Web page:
atom.
Basing on classical mechanics, Bohr calculated
values of frequencies of light emitted for
electron transitions between such orbits.
The calculated values for the frequencies of
light did NOT match with the data in the emission
spectra of the elements.
? The electron orbits in atoms may NOT be simple
circular path.
23
Wave Nature of Electrons
4.3 The Wave-mechanical Model of the Atom (p.104)
A beam of electrons shows diffraction phenomenon
  • Electrons possess wave properties
  • (as well as particle properties).

24
Wave Nature of Electrons
4.3 The Wave-mechanical Model of the Atom (p.104)
Schrödinger used complex differential
equations/wave fucntions to describe the wave
nature of the electrons inside atoms (wave
mechanic model).
The solutions to the differential equations
describes the orbitals of the electrons inside
the concerned atom.
An orbital is a region of space having a high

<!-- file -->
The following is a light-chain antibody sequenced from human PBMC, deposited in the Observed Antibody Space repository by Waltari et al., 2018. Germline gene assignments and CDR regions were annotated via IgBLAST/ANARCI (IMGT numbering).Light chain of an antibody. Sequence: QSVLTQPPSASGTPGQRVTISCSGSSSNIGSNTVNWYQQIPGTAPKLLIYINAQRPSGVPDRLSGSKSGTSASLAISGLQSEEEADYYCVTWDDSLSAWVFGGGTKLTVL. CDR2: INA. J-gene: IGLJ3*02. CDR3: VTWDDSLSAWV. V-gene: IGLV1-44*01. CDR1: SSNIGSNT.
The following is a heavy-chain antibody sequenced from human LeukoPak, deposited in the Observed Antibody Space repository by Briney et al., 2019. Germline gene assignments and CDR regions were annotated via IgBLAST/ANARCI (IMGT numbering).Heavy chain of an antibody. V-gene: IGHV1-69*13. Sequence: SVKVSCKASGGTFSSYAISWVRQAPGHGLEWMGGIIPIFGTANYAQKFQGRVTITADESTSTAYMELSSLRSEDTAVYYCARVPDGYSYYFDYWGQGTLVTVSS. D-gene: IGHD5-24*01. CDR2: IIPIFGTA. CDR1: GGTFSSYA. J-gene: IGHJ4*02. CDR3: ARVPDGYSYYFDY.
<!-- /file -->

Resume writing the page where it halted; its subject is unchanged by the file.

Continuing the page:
probability of finding the electron.
25
Quantum Numbers
4.3 The Wave-mechanical Model of the Atom (p.104)
Electrons in orbitals are specified with a set of
numbers called Quantum Numbers 1. Principal
quantum number (n) n 1, 2, 3, 4,
... 2. Subsidiary quantum number (l)
l 0, 1, 2, 3, n-1 s p d
f 3. Magnetic quantum number (m) m
-l, , 0, l 4. Spin quantum number (s)
s ½, -½
The solutions of the wave functions are the
orbitals -- which are themselves equations
describing the electrons.
26
4.3 The Wave-mechanical Model of the Atom (p.105)
Principal quantum number (n) Subsidiary quantum number (l) Number of orbitals (2l1) Symbol of orbitals Maximum number of electrons held
1 0 1 1s 2
2 0 1 1 3 2s 2p 2 6
3 0 1 2 1 3 5 3s 3p 3d 5 6 10
4 0 1 2 3 1 3 5 7 4s 4p 4d 4f 2 6 10 14
8
18
32
27
4.3 The Wave-mechanical Model of the Atom (p.105)
3d
4s
3p
3s
2p
2s
Each orbital can accommodate 2 electrons with
opposite spin.
1s
28
The s Orbitals
4.4 Atomic Orbitals (p. 107)
29
The s Orbitals
4.4 Atomic Orbitals (p.107)
30
The p Orbitals
4.4 Atomic Orbitals (p.109)
31
The END